By Brenda Carter de Treville

Owner of SeaCasas Unique Boutique

When Hurricane Matthew slammed into Florida’s east coast in October, much of its destruction centered on  hundreds of miles of vulnerable beaches in the Sunshine State. Singling out       stretches like Flagler Beach, Matthew caused widespread ordered evacuations for extensive areas of the coast because of predicted high wind speeds and flooding.

In Florida, some one million lost power as the storm passed to the east. And more than a 1.3-mile section of scenic State Road A1A’s asphalt along Flagler Beach was washed out by Hurricane Matthew's powerful Atlantic Ocean waves along with the sandy earth below. The iconic Flagler Beach Pier lost a total of 150 feet with storm damage which affected the T portion at its furthest end over the ocean.

 With beaches closed due to hazardous debris, power outages and many homes and businesses harmed or destroyed, it was clear that help couldn’t come soon enough for Flagler County.

And it did! Immediately Florida Governor Rick Scott and U.S. government officials, and FEMA along with local elected leaders, all worked to get the needed services to the area. U.S. Rep John Mica led the charge with Governor Scott to access emergency federal transportation funds to help rebuild A1A so the roadway could reopen as quickly as possible.

And the community came together. Some 150 volunteers including Flagler Beach and Palm Coast firefighters, city and county commissioners, residents and non-residents, church groups descended on more than a one-mile stretch of beach to clean up debris – plank by plank and piece by piece of wreckage Hurricane Matthew had left behind. This was key to reopening the beaches for our locals and tourists, a major attraction for Flagler Beach and its economy.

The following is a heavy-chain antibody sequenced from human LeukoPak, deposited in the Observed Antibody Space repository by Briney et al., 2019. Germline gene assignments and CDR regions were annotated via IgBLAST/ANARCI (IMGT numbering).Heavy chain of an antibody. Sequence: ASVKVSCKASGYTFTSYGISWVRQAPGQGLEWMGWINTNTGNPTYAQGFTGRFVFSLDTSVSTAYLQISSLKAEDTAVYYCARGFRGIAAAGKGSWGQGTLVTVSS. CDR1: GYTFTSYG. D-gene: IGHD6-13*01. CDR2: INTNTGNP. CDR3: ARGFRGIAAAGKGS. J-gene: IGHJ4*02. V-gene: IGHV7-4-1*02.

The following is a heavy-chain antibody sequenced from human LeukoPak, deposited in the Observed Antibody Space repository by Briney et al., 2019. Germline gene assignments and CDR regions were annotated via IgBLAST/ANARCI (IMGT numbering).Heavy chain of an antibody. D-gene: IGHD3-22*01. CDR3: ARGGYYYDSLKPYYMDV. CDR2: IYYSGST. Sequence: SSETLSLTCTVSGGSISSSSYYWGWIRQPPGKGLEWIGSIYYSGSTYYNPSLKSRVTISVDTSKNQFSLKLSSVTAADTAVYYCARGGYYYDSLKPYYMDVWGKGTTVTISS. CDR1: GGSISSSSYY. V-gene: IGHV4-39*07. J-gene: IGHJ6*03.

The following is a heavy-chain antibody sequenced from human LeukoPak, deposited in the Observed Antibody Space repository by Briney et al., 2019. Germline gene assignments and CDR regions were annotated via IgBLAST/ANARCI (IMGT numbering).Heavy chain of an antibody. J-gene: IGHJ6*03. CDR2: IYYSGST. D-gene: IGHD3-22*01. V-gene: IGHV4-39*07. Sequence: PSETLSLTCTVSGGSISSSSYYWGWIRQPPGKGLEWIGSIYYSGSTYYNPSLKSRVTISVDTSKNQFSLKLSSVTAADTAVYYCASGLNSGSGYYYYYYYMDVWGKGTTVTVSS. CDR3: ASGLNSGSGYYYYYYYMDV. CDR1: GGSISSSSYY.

With power restored many area businesses started reopening as well. Some owners could take down the boards covering their business windows and get-up-and-running immediately. Others, sadly, including area hotels, restaurants and shops were either destroyed or damaged so severely that they are still not fully functioning.

Slowly Flagler Beach is resurging!

“Business was very slow in October. Now, we are seeing improvement with area residents returning to dining and shopping. And our snowbirds are returning to the area as well, once again enjoying our beautiful beaches and area parks,” remarked a store owner in Flagler Beach.

“FlaglerStong” has become a mantra for the area. The Farmer’s Market on Friday and Saturday is once again highlighting fresh produce and vendors. The White Orchid Inn and Spa is welcoming guests. Brunch is served on Sundays at local restaurants like The Island Grille and Blue Heron Beachfront Bistro. Dining is underway at such locations as Flagler Fish Company, Funky Pelican, Golden Lion, Oceanside Beach Bar and Grill, Tortugas, Vessel Sandwich Co. And shopping is a must around Flagler Beach at Frankie Alice’s, SeaCasas Unique Boutique, Ocean Art Gallery, Gallery of Local Art, Bahama Mama’s, Down By The Sea and Flagler Beachfront Winery.

Flagler Beach is rebuilding after Hurricane Matthew and it is still one of the top small coastal towns in Florida with great places to discover and a super beach!

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